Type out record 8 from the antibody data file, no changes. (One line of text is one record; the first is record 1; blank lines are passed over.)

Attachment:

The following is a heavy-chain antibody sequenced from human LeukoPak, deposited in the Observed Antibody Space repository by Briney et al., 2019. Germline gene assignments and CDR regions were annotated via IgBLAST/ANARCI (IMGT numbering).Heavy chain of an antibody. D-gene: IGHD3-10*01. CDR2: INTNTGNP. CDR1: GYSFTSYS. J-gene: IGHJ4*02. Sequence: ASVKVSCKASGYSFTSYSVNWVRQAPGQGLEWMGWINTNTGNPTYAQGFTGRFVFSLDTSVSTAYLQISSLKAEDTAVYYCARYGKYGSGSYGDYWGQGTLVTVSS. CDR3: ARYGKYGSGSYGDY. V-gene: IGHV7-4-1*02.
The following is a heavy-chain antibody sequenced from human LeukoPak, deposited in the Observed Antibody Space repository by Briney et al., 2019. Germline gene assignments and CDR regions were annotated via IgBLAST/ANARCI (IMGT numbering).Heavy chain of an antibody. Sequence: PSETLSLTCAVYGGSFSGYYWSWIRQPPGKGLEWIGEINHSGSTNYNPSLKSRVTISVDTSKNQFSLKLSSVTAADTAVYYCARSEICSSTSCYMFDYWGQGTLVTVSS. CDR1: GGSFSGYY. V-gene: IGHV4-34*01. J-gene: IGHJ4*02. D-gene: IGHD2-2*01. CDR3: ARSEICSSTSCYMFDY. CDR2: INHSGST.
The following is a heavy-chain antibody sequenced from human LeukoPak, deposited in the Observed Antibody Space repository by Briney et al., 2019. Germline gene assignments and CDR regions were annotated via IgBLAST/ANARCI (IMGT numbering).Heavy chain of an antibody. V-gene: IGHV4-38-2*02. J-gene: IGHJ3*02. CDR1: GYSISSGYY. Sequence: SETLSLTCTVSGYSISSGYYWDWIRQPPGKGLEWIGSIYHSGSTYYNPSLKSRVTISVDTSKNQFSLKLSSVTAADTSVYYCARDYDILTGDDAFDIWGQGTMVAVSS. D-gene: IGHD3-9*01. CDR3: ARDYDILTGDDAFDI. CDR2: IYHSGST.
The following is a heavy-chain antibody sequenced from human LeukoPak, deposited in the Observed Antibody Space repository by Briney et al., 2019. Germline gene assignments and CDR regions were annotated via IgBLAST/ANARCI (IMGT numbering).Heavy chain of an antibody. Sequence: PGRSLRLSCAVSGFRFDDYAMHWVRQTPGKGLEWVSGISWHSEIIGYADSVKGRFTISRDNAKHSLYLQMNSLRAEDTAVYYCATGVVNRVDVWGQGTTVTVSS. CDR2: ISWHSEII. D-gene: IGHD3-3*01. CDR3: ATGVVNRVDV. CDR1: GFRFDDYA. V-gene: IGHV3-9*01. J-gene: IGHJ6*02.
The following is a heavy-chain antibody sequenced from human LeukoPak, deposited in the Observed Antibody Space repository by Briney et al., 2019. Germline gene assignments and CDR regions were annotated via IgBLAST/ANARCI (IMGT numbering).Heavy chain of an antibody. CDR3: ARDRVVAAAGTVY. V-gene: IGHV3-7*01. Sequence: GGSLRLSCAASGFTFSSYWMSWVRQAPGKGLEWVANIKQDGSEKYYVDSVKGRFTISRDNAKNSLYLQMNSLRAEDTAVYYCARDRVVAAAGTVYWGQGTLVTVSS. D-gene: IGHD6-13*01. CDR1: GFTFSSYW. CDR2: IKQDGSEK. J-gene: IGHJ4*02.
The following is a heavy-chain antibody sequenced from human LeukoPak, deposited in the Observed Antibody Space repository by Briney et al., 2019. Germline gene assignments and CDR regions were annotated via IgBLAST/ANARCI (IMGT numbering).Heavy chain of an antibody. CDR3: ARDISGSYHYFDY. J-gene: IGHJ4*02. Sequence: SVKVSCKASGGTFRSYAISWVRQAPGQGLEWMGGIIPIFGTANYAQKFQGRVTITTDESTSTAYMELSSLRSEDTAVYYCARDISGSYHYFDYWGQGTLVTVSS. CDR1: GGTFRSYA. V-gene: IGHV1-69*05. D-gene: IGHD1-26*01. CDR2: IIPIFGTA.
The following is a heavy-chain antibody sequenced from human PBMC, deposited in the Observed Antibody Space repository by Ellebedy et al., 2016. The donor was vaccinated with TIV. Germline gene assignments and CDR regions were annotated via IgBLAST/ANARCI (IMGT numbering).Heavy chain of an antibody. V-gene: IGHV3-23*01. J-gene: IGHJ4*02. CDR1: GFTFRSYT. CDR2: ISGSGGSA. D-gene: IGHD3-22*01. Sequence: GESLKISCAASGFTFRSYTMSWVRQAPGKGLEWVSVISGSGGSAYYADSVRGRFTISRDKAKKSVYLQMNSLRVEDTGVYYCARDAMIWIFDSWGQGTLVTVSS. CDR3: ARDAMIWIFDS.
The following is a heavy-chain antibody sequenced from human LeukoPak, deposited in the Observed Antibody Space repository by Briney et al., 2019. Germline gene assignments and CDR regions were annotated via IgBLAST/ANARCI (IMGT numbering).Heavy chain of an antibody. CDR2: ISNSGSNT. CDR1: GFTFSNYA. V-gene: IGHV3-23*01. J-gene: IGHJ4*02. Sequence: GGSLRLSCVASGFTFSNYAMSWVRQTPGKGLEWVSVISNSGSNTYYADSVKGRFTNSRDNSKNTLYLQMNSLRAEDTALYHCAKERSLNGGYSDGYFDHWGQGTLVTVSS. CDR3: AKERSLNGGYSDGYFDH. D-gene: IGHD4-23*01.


The following is a heavy-chain antibody sequenced from human LeukoPak, deposited in the Observed Antibody Space repository by Briney et al., 2019. Germline gene assignments and CDR regions were annotated via IgBLAST/ANARCI (IMGT numbering).Heavy chain of an antibody. CDR2: ISNSGSNT. CDR1: GFTFSNYA. V-gene: IGHV3-23*01. J-gene: IGHJ4*02. Sequence: GGSLRLSCVASGFTFSNYAMSWVRQTPGKGLEWVSVISNSGSNTYYADSVKGRFTNSRDNSKNTLYLQMNSLRAEDTALYHCAKERSLNGGYSDGYFDHWGQGTLVTVSS. CDR3: AKERSLNGGYSDGYFDH. D-gene: IGHD4-23*01.